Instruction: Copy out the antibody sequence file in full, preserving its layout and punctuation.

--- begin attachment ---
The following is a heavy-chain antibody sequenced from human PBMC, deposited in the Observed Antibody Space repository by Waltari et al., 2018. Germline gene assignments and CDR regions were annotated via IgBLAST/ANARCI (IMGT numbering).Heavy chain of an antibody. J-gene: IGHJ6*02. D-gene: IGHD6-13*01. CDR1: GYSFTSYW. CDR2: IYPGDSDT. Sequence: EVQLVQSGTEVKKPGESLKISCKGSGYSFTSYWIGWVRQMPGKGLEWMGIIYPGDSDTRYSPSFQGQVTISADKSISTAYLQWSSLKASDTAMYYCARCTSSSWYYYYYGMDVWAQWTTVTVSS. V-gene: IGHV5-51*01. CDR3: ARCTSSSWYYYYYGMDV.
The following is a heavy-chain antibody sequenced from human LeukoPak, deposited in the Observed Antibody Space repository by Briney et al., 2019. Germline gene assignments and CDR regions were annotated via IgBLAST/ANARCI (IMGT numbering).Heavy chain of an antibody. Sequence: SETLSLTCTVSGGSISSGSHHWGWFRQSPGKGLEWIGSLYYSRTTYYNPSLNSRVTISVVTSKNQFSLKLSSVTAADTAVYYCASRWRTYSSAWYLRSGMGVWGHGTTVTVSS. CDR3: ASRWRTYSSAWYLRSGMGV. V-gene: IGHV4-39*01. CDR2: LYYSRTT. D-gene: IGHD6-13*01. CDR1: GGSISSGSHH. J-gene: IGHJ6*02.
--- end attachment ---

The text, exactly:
The following is a heavy-chain antibody sequenced from human PBMC, deposited in the Observed Antibody Space repository by Waltari et al., 2018. Germline gene assignments and CDR regions were annotated via IgBLAST/ANARCI (IMGT numbering).Heavy chain of an antibody. J-gene: IGHJ6*02. D-gene: IGHD6-13*01. CDR1: GYSFTSYW. CDR2: IYPGDSDT. Sequence: EVQLVQSGTEVKKPGESLKISCKGSGYSFTSYWIGWVRQMPGKGLEWMGIIYPGDSDTRYSPSFQGQVTISADKSISTAYLQWSSLKASDTAMYYCARCTSSSWYYYYYGMDVWAQWTTVTVSS. V-gene: IGHV5-51*01. CDR3: ARCTSSSWYYYYYGMDV.
The following is a heavy-chain antibody sequenced from human LeukoPak, deposited in the Observed Antibody Space repository by Briney et al., 2019. Germline gene assignments and CDR regions were annotated via IgBLAST/ANARCI (IMGT numbering).Heavy chain of an antibody. Sequence: SETLSLTCTVSGGSISSGSHHWGWFRQSPGKGLEWIGSLYYSRTTYYNPSLNSRVTISVVTSKNQFSLKLSSVTAADTAVYYCASRWRTYSSAWYLRSGMGVWGHGTTVTVSS. CDR3: ASRWRTYSSAWYLRSGMGV. V-gene: IGHV4-39*01. CDR2: LYYSRTT. D-gene: IGHD6-13*01. CDR1: GGSISSGSHH. J-gene: IGHJ6*02.